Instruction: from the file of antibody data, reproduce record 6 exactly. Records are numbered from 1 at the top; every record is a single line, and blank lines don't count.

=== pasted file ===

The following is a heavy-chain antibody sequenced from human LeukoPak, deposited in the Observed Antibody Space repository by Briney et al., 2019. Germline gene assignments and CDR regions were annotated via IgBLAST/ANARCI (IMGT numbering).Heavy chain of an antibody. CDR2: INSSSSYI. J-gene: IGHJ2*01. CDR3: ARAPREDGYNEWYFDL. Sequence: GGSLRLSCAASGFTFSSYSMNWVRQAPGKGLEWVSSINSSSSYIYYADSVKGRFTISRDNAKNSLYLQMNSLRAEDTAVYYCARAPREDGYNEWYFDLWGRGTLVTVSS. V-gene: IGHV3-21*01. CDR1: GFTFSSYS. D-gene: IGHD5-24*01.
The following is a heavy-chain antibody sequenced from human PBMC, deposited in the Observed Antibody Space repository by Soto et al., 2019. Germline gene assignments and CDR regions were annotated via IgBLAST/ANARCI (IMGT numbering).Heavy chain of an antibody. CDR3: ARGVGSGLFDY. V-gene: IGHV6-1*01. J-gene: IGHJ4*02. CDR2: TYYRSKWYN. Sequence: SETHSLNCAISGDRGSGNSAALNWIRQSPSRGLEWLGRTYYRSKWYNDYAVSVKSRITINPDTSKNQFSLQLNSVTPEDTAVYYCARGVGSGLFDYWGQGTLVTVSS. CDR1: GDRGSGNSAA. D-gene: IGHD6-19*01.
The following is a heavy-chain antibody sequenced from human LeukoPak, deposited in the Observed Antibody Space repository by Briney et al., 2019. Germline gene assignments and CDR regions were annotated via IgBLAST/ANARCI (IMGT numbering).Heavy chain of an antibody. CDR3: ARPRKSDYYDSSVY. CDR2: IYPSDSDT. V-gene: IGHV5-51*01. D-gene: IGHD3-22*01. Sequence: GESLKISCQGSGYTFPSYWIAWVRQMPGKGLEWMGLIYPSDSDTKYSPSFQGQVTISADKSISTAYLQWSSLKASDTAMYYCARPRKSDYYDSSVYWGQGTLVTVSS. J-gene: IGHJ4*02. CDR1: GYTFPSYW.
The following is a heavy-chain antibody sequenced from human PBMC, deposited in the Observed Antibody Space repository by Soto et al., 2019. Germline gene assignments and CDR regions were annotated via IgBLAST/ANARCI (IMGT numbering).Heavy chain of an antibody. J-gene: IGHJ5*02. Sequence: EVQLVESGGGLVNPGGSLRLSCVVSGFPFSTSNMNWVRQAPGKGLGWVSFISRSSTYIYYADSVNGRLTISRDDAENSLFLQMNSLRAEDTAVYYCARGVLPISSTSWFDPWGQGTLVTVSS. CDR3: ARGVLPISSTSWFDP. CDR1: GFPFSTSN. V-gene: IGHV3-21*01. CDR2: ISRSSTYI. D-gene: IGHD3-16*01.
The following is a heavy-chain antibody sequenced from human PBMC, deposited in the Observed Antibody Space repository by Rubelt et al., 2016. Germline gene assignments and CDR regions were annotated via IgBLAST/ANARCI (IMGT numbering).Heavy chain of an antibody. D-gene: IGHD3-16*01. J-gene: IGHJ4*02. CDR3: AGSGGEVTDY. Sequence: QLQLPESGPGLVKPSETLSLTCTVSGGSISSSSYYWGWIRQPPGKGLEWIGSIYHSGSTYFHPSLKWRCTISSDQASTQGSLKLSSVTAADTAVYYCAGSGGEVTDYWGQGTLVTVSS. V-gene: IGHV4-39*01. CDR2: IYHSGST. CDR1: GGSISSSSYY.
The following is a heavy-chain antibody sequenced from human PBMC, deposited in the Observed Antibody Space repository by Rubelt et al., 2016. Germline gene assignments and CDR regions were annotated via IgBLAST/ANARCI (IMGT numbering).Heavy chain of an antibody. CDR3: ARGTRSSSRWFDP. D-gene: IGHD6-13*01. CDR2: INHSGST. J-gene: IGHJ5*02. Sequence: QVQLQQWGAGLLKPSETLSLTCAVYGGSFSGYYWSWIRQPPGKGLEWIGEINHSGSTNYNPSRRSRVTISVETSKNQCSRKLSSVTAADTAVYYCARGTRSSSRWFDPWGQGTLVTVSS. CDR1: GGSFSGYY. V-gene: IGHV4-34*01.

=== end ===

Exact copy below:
The following is a heavy-chain antibody sequenced from human PBMC, deposited in the Observed Antibody Space repository by Rubelt et al., 2016. Germline gene assignments and CDR regions were annotated via IgBLAST/ANARCI (IMGT numbering).Heavy chain of an antibody. CDR3: ARGTRSSSRWFDP. D-gene: IGHD6-13*01. CDR2: INHSGST. J-gene: IGHJ5*02. Sequence: QVQLQQWGAGLLKPSETLSLTCAVYGGSFSGYYWSWIRQPPGKGLEWIGEINHSGSTNYNPSRRSRVTISVETSKNQCSRKLSSVTAADTAVYYCARGTRSSSRWFDPWGQGTLVTVSS. CDR1: GGSFSGYY. V-gene: IGHV4-34*01.